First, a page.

IT'S morning in the Brixton Road in south London and Olivia Newton-John is singing 'I Honestly Love You'. In a bare rehearsal hall, equipped with a gas ring for the kettle and some smeary mirrors where other performers have inspected themselves worriedly, she sings her heart out.

'Are you here for the auditions?' asks the man at the door with a sad but kindly look, anxious, perhaps, that I think I might possibly pass for Madonna or Streisand or Cher]

It's not really Olivia, of course. This is Anne Louise from Orpington, a medical secretary who is auditioning for Stars in Their Eyes, Granada's television talent show that since 1990 has been turning small lives into big stars. ('At the age of 11, I used to sing 'Hopelessly Devoted to You' at school with my class as the audience,' writes Anne Louise on her application. 'They were amazed by my likeness to the star.')

They are all here - Buddy Holly in a bow tie and Jerry Lee Lewis, Danii Minogue and Neil Diamond, who sings 'Love on the Rocks'. Some assured, some frantic, they stutter or strut their stuff. They are milkmen and builders and locomotive mechanics. Most have longed, at best, for an audition. (There were 10,000 applications for 700 auditions.) A few dream of making it to the final shortlist of 60 contestants for 10 shows next season.

Just as boxing has always been one way out of the ghetto, so Stars in Their Eyes is a way out of Pinner or Skegness. For most of the Madonnas and Barry Manilows, though, it's simply the big night out, the time of their lives. This is the trip through the stargate that, in the dreary recession-driven Nineties, is a kind of DIY redemption. For most, it's not the possibility of a career but the thing itself, a chance to be born again as Shirley Bassey or Stevie Wonder or Vera Lynn. The sum of all this aspiration, all this hope, is greater than its parts; this is a kind of real-life Chorus Line. And, once in a while, there is a real contender.

Amanda Normansell was a 14-year- old Welsh schoolgirl who had never had a singing lesson in her life when she heard a track by the late American country singer Patsy Cline. Last year, she auditioned for the programme. 'It was magic,' says Jane MacNaught, the producer. 'It's the only time I knew someone was a definite from the moment they opened their mouth.' Amanda won the series. Patsy Cline's manager heard Amanda; now she is on her way to Nashville to cut an album.

Not surprisingly, the explosion in the number of entries is largely due to the proliferation of karaoke. On one show, a terrific Engelbert Humperdinck (including the hair) said he had discovered himself as Engelbert at a karaoke bar. Like karaoke, Stars in Their Eyes is as kindly and down-home as real life show biz is brutal.

In the hall this morning sits the Granada team, carefully taking notes, encouraging the performers - 'That's OK, love, everyone gets nervous. Go on, have another go' - clucking like mother hens trying to hatch a starlet out of a very nervous Debbie Harry wannabe from Essex. For the moment, the singing is what counts. Later, for the winners, Granada will provide wardrobe and make-up for the transformation scene that turns a window cleaner into Stevie Wonder.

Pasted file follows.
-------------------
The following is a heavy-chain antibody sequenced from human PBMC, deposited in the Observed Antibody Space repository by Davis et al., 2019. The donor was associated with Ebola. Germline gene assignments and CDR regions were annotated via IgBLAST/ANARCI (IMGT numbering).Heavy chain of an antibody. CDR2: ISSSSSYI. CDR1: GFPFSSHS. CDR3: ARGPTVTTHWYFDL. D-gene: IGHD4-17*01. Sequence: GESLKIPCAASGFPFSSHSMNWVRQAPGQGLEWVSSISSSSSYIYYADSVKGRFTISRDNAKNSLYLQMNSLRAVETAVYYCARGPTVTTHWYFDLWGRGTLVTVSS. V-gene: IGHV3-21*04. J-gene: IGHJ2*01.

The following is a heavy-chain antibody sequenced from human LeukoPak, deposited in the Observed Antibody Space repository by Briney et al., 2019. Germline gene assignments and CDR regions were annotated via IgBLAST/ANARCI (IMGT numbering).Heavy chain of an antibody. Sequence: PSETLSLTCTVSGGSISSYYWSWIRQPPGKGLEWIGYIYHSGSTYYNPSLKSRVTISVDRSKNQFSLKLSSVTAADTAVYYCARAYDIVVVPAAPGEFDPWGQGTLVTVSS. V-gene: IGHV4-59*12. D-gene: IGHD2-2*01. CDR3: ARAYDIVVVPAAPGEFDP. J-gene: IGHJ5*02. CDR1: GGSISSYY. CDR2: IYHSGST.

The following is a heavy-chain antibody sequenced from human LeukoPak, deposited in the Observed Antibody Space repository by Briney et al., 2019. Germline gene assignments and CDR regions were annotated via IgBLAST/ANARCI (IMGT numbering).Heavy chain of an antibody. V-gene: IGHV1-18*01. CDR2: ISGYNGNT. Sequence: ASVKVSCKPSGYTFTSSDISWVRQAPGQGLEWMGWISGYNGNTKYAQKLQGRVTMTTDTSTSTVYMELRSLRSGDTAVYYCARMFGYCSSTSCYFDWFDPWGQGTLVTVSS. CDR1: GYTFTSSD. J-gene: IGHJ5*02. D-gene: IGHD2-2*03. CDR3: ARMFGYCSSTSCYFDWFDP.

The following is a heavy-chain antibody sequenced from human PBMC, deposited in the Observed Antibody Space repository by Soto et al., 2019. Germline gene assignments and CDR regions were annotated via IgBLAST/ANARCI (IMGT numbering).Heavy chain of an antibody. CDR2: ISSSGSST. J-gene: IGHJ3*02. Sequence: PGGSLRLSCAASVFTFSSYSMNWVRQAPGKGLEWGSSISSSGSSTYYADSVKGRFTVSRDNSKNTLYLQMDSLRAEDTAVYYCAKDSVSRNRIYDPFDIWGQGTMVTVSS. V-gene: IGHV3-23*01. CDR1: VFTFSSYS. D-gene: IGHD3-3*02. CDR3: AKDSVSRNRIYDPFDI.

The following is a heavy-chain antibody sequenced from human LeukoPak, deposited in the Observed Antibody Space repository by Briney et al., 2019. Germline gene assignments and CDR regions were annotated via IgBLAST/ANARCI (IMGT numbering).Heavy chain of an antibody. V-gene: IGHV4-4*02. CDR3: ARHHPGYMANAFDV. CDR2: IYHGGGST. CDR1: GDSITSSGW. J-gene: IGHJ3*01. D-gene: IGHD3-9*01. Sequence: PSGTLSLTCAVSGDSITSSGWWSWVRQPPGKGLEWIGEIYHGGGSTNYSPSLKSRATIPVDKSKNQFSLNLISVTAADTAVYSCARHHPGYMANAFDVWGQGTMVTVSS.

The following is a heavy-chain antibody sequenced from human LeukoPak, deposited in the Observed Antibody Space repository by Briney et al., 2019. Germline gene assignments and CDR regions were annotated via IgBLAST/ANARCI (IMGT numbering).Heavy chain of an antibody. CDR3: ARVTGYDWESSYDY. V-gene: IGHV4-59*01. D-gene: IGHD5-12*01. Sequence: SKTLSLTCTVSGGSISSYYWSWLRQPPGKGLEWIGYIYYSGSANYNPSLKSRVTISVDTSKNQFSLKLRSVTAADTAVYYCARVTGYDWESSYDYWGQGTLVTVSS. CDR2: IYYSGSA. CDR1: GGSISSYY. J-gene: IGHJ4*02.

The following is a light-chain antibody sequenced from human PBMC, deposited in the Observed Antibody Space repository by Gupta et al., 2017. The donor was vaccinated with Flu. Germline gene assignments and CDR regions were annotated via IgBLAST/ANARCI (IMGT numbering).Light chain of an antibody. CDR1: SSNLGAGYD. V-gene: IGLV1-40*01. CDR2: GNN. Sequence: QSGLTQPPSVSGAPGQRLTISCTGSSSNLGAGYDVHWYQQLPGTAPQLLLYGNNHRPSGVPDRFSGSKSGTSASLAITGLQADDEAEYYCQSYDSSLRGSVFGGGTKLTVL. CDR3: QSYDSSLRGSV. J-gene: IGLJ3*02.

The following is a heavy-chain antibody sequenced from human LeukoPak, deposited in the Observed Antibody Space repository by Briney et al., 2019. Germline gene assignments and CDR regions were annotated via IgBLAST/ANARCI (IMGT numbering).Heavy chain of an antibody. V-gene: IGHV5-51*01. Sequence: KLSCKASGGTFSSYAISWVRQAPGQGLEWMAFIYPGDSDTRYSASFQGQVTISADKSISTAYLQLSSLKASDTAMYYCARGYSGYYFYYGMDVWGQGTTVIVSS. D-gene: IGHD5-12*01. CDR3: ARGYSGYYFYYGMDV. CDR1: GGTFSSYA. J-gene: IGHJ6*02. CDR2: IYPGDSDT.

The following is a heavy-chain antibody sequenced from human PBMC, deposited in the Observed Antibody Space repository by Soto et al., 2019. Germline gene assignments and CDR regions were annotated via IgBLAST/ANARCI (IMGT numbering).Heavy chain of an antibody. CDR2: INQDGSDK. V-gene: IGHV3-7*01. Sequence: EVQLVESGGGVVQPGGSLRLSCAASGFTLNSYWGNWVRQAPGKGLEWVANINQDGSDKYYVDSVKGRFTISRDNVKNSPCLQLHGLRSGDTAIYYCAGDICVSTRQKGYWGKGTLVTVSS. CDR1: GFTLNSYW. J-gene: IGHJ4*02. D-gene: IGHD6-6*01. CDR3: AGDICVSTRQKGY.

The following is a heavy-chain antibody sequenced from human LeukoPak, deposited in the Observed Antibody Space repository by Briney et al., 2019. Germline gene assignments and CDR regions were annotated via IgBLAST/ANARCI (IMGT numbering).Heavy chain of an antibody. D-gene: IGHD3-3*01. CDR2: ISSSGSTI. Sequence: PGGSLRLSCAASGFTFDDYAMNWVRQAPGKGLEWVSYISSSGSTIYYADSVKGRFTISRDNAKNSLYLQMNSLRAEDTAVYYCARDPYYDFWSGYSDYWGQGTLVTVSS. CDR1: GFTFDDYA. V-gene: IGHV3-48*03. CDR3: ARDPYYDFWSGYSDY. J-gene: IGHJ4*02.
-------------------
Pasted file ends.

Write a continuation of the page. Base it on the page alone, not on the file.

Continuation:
Some of the contenders can sing, some can barely hum along. Here is Harry from Uxbridge. Harry is a firefighter. He does Luther Vandross - 'it's the sexiest ballad voice combined with the best melodies that make me idolise this man'. As he sings one of those huge ballads, the production team leans forward a little and there is one singular sensation that this guy is something. As Harry finishes he grins and pulls off a curly wig. 'It's not my hair, by the way,' he says.

We all figure that Gary from Portsmouth could be a prat. He has called just this morning to say that whereas he was to appear as Paul Young, now he is coming as Curtis Stigers, the crossover country/rock star, the Kris Kristofferson of the Nineties.

Unaccompanied, he sings 'You're All That Matters to Me'. He is 19. He is a pro. A star. He knows it.

Today there are the Andrews sisters who sing 'Boogie Woogie Bugle Boy' and have all the moves. There is Dave as Dylan, complete with a harmonica, and a 13-year-old girl who belts 'em out like Ethel Merman. There are two Sinatras, a pair of Chers, a Perry Como and a Bobby Vee. And Andy as Roy Orbison ('I amazed people with my total disregard for any embarrassment about over-the-top impersonations and dancing.')

There have been loads of Roy Orbisons and Neil Diamonds and Gene Pitneys, and, after Elvis, the man most often impersonated by a grateful nation . . . Cliff Richard. There has been a Marilyn and a Doris Day; Aretha Franklins and Vera Lynns have appeared in their dozens. Soon after she died, Karen Carpenter became a favourite; a flood of Freddie Mercurys turned up in the weeks after his death.

But dead or alive, it is always the saints and icons who play best. In them you can read a kind of nostalgic longing for these stars who had often faded before their impersonators were born, but are fixed in some homespun


Most of all there are the Elvi. In their thousands. So many that there will be special Elvis auditions in September and an Elvis Special at Christmas. Says Ms MacNaught: 'The majority of Elvises want to be the Lurex- suited Las Vegas Elvis.'

Currently, in real life, there is a movement to sanctify, maybe even canonise Elvis - to make him a saint - so we can pray to him, to say he sang, and died, for our sins. Stars in Their Eyes has less extreme ambitions, however. All it wants is to find the best living Elvis.

And finally today, there is our Elaine. There are lots of Elaine Paiges, but Our Elaine is Sue from Fulham; she arrives in costume, all black sequins and high heels. She sings 'Memory'. She can also do 'Don't Cry for Me, Argentina'. On her application form she says what matters is 'just having a 'go' in life'.